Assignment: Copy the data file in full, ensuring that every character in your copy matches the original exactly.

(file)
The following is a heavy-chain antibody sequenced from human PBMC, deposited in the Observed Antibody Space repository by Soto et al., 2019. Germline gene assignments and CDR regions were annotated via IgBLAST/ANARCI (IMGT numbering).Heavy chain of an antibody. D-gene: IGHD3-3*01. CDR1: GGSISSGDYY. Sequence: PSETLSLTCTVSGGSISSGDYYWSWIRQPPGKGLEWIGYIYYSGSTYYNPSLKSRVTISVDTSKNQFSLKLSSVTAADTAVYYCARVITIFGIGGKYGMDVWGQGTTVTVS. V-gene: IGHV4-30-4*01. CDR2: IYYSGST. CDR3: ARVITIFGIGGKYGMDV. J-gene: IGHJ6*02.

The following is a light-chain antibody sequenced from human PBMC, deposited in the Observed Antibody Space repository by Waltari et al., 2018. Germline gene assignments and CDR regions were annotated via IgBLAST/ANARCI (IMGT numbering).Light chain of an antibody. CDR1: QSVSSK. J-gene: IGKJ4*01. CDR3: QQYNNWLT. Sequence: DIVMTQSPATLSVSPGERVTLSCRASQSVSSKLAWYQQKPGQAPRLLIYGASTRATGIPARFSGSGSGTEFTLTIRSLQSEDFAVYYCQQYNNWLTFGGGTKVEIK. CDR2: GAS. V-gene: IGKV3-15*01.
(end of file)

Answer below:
The following is a heavy-chain antibody sequenced from human PBMC, deposited in the Observed Antibody Space repository by Soto et al., 2019. Germline gene assignments and CDR regions were annotated via IgBLAST/ANARCI (IMGT numbering).Heavy chain of an antibody. D-gene: IGHD3-3*01. CDR1: GGSISSGDYY. Sequence: PSETLSLTCTVSGGSISSGDYYWSWIRQPPGKGLEWIGYIYYSGSTYYNPSLKSRVTISVDTSKNQFSLKLSSVTAADTAVYYCARVITIFGIGGKYGMDVWGQGTTVTVS. V-gene: IGHV4-30-4*01. CDR2: IYYSGST. CDR3: ARVITIFGIGGKYGMDV. J-gene: IGHJ6*02.

The following is a light-chain antibody sequenced from human PBMC, deposited in the Observed Antibody Space repository by Waltari et al., 2018. Germline gene assignments and CDR regions were annotated via IgBLAST/ANARCI (IMGT numbering).Light chain of an antibody. CDR1: QSVSSK. J-gene: IGKJ4*01. CDR3: QQYNNWLT. Sequence: DIVMTQSPATLSVSPGERVTLSCRASQSVSSKLAWYQQKPGQAPRLLIYGASTRATGIPARFSGSGSGTEFTLTIRSLQSEDFAVYYCQQYNNWLTFGGGTKVEIK. CDR2: GAS. V-gene: IGKV3-15*01.